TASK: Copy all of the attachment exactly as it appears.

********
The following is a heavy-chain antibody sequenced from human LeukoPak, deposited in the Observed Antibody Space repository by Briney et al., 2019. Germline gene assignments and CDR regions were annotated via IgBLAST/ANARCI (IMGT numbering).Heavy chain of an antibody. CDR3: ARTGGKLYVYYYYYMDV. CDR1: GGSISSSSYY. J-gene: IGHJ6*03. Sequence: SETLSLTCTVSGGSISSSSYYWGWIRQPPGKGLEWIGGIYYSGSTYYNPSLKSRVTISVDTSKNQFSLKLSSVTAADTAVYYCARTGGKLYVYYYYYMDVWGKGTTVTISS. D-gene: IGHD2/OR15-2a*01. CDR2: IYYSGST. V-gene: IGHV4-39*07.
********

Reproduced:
The following is a heavy-chain antibody sequenced from human LeukoPak, deposited in the Observed Antibody Space repository by Briney et al., 2019. Germline gene assignments and CDR regions were annotated via IgBLAST/ANARCI (IMGT numbering).Heavy chain of an antibody. CDR3: ARTGGKLYVYYYYYMDV. CDR1: GGSISSSSYY. J-gene: IGHJ6*03. Sequence: SETLSLTCTVSGGSISSSSYYWGWIRQPPGKGLEWIGGIYYSGSTYYNPSLKSRVTISVDTSKNQFSLKLSSVTAADTAVYYCARTGGKLYVYYYYYMDVWGKGTTVTISS. D-gene: IGHD2/OR15-2a*01. CDR2: IYYSGST. V-gene: IGHV4-39*07.